Veterans’ Memorial Green, Westport

Veterans’ Memorial Green, WestportWestport honors the veterans of the 20th Century Wars with a collection of monuments on a downtown green.

Veteran’s Memorial Green, between Main Street and Myrtle Avenue, includes monuments honoring the service of local residents in the two World wars, Korea and Vietnam.

The World War I monument features a bronze Doughboy atop a granite base. A bronze shield on the south face reads, “Dedicated to the citizens of Westport who served in the World War. Erected Nov. 11, 1930.”

Veterans’ Memorial Green, WestportPlaques on the west and east sides of the monument’s base list Westport residents who served in the conflict, with the west plaque honoring seven residents who were killed, and the east plaque honoring seven who served as nurses.

The Doughboy atop the monument was created by sculptor J. Clinton Shepherd, whose other works include a wide range of Western-themed sculptures.

The monument was located on Old Post Road until it was moved to the green in 1987.

Immediately next to the World War I monument, a monument honors the service of Westport’s World War II heroes. A plaque mounted on a rough boulder bears the dedication, “They honored us more than we can ever honor them,” and lists about 42 residents who died during World War II service.

The monument is flanked by smaller markers honoring Westport’s Korea and Vietnam war veterans. The Vietnam plaque lists five residents killed in the conflict.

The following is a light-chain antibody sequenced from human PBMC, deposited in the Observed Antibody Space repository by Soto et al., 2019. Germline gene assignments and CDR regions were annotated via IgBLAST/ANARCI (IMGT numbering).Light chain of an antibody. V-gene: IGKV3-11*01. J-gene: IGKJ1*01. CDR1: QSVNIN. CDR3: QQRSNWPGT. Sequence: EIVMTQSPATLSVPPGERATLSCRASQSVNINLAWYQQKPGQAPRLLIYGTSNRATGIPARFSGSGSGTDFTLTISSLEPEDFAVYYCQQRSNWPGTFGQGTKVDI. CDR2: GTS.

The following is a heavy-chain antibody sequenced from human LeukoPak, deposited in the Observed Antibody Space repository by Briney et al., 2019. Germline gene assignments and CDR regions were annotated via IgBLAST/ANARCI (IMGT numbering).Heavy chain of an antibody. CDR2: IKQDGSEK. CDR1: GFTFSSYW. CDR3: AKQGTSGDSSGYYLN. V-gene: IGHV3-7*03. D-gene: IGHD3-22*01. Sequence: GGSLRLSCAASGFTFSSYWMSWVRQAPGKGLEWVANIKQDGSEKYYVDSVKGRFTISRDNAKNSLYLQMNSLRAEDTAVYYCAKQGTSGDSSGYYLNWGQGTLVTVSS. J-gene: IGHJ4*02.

To your left (as you face the monuments), an Honor Roll monument dedicated in 1998 recognizes  Westport’s World War II veterans. Five large plaques, each with three rows of names in small print, list local residents who served in the war.

 

 

 

 

 

 

 

 

 

 

 

 

 

 

 

 

 

Veterans’ Memorial Green, Westport

 

 

 

 

 

 

 

 

 

 

Veterans’ Memorial Green, Westport

 

 

 

 

 

 

 

Veterans’ Memorial Green, Westport

 

 

 

 

 

 

 

Veterans’ Memorial Green, Westport

 

 

 

 

 

 

 

Veterans’ Memorial Green, Westport

 

 

 

 

 

 

 

Veterans’ Memorial Green, Westport

 

 

 

 

 

 

 

Veterans’ Memorial Green, Westport

 

 

 

 

 

 

 

 

 

British Raid Monuments, Westport

British Raid Monument, WestportSeveral monuments on and near Westport’s Compo Beach mark the starting and ending point of the invasion of Danbury by British forces who landed there on April 25, 1777. 

The British brought about 2,000 troops to Westport, who planned to destroy war supplies being stored about 20 miles north in Danbury. The British spent the night in Weston before reaching Danbury on April 26, where they destroyed food, medicine and ammunition (but didn’t do a great job of destroying a cache of rum, which they drank instead). 

Warned of the pending arrival of local militia, the British evacuated Danbury and retreated south, engaging in battles in Ridgefield and Westport before sailing away on April 28. The British suffered more than 200 casualties in the fighting, and the Americans had 20 men killed and 40 wounded. 

Westport marks the battles with three monuments. At the intersection of Compo Road South and Post Road East, a boulder bears a plaque reading “Here occured the first engagement between the Continentals and the British Troops when they invaded Connecticut April-25-1777.” The plaque was dedicated in 1914 by the Connecticut Society Sons of the American Revolution.